Red Deer County Mayor Jim Wood is coming to the city’s defence, eager to protect the close relationship the two municipalities share.
Wood issued an open letter Tuesday in response to written remarks by a senior staff member of the Red Deer & District Chamber of Commerce that suggested “the City of Red Deer was a poor supporter of their business community.”
Reg Warkentin, the chamber’s policy and advocacy manager, said city businesses are often frustrated by Red Deer taxes and its administrative burden.
Warkentin states business owners are innovative and have found a way to avoid the burden by moving to neighbouring municipalities: Red Deer County and Blackfalds.
“It’s a regular occurrence to hear from investors, builders, developers and business operators about their frustrations in dealings with the city,” Warkentin said in his opinion piece.
“A few have even remarked, ‘they’ll never do business with the city again.’ Keep in mind that these are the same people that love our city and make incredibly generous contributions within our community.”
Warkentin’s opinion piece was originally published by a Red Deer media outlet July 23. On Tuesday, Warkentin shared the opinion piece with the Advocate.
After reading Wood’s letter Tuesday, Warkentin told the Advocate he stands by his comments.
Wood, who has been on county council for 15 years and has served as mayor for the past nine years, says he has had countless dealings with the city and the relationship has been positive.
Wood states “much has been made in the press about city businesses leaving for other jurisdictions such as Gasoline Alley.”
Red Deer County does not actively “poach” businesses from the city “and we do not see Gasoline Alley or the New Junction 42 Partnership Rest Area as being in direct conflict with Red Deer economic development,” he goes on to say.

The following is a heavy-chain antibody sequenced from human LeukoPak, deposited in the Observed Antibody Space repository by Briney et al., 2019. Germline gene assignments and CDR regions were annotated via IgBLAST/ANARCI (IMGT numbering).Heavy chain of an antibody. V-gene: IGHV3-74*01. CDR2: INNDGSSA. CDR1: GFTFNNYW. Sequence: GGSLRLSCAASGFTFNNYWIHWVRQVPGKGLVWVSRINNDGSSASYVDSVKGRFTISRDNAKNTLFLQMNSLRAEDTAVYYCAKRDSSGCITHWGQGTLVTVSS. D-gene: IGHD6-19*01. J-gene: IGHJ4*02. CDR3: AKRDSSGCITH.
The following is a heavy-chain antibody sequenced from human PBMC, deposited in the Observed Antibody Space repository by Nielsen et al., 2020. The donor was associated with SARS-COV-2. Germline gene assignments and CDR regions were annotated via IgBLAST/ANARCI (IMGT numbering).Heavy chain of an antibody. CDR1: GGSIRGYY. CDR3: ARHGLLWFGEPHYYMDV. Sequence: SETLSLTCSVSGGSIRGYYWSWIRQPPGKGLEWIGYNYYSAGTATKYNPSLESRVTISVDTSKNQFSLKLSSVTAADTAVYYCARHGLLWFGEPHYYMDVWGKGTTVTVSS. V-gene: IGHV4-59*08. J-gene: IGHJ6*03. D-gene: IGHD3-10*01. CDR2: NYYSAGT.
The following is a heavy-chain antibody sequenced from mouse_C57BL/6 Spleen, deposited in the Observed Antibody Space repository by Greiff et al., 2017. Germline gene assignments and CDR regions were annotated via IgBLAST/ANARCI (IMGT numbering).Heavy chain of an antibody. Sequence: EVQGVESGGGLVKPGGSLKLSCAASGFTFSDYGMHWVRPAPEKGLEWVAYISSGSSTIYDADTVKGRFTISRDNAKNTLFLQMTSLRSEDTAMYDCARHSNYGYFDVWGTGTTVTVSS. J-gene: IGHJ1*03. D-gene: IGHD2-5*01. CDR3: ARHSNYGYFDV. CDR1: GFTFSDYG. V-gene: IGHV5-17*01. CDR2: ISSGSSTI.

He adds some businesses are best managed in an urban setting, and others do well outside of a city setting.
Ultimately, business owners choose the best location for success, Wood explains.
He points to business growth that benefits the central Alberta region, regardless of the municipality.
The mayor closes the letter reiterating that working together to attract and retain jobs is a far more effective use of time than creating a “divisive and hostile climate among the leaders of the community.”
In his opinion piece, Warkentin points to various sources of frustration, such as land restrictions, referring to the Capstone grand opening in 2017, which remains a “muddy mess with zero dollars in private investment.”
He also notes the development of The Dome Sports, a 107,000-square-foot indoor sports facility in Gasoline Alley. He doesn’t believe City of Red Deer businesses will reap the economic benefits through hotels, gas stations, restaurants and retailers.
“City of Red Deer’s inability to attract them (The Dome Sports) within the city boundaries is an absolute travesty reflective upon poor policy that is insensitive to the realities of business, without vision, and as a result, flat out damaging to our local economy and tax base,” Warkentin said, adding that the chamber will continue to lobby for the municipality to adopt competitive tax rates with lower regulatory burden.